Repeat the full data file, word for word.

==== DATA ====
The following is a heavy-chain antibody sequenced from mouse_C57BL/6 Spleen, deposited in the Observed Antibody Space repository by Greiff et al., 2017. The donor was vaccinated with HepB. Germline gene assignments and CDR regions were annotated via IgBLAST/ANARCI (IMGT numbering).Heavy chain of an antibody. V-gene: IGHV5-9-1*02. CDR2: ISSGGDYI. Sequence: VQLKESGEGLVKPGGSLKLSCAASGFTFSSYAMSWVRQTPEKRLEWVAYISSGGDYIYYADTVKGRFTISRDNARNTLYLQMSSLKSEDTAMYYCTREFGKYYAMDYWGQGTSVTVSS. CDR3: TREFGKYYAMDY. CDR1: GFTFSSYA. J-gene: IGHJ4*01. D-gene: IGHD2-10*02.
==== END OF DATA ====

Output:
The following is a heavy-chain antibody sequenced from mouse_C57BL/6 Spleen, deposited in the Observed Antibody Space repository by Greiff et al., 2017. The donor was vaccinated with HepB. Germline gene assignments and CDR regions were annotated via IgBLAST/ANARCI (IMGT numbering).Heavy chain of an antibody. V-gene: IGHV5-9-1*02. CDR2: ISSGGDYI. Sequence: VQLKESGEGLVKPGGSLKLSCAASGFTFSSYAMSWVRQTPEKRLEWVAYISSGGDYIYYADTVKGRFTISRDNARNTLYLQMSSLKSEDTAMYYCTREFGKYYAMDYWGQGTSVTVSS. CDR3: TREFGKYYAMDY. CDR1: GFTFSSYA. J-gene: IGHJ4*01. D-gene: IGHD2-10*02.